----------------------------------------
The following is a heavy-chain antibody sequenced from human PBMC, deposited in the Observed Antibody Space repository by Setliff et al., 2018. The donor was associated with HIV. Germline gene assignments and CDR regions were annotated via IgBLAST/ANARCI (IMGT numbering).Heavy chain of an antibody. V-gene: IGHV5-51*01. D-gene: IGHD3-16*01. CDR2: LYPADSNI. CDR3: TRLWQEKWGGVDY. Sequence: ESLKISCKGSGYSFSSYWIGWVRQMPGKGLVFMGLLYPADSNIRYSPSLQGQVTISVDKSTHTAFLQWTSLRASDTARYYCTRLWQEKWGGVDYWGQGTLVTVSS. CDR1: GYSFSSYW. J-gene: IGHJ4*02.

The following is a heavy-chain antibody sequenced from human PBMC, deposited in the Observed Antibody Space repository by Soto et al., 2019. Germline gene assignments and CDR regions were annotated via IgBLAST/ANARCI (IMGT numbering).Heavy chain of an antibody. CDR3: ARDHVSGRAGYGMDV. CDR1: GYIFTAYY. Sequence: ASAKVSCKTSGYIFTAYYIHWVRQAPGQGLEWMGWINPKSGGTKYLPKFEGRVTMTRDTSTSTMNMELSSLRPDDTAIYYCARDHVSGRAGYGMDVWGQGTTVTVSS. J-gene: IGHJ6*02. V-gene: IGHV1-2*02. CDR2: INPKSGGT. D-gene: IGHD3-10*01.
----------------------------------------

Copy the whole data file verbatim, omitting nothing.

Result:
The following is a heavy-chain antibody sequenced from human PBMC, deposited in the Observed Antibody Space repository by Setliff et al., 2018. The donor was associated with HIV. Germline gene assignments and CDR regions were annotated via IgBLAST/ANARCI (IMGT numbering).Heavy chain of an antibody. V-gene: IGHV5-51*01. D-gene: IGHD3-16*01. CDR2: LYPADSNI. CDR3: TRLWQEKWGGVDY. Sequence: ESLKISCKGSGYSFSSYWIGWVRQMPGKGLVFMGLLYPADSNIRYSPSLQGQVTISVDKSTHTAFLQWTSLRASDTARYYCTRLWQEKWGGVDYWGQGTLVTVSS. CDR1: GYSFSSYW. J-gene: IGHJ4*02.

The following is a heavy-chain antibody sequenced from human PBMC, deposited in the Observed Antibody Space repository by Soto et al., 2019. Germline gene assignments and CDR regions were annotated via IgBLAST/ANARCI (IMGT numbering).Heavy chain of an antibody. CDR3: ARDHVSGRAGYGMDV. CDR1: GYIFTAYY. Sequence: ASAKVSCKTSGYIFTAYYIHWVRQAPGQGLEWMGWINPKSGGTKYLPKFEGRVTMTRDTSTSTMNMELSSLRPDDTAIYYCARDHVSGRAGYGMDVWGQGTTVTVSS. J-gene: IGHJ6*02. V-gene: IGHV1-2*02. CDR2: INPKSGGT. D-gene: IGHD3-10*01.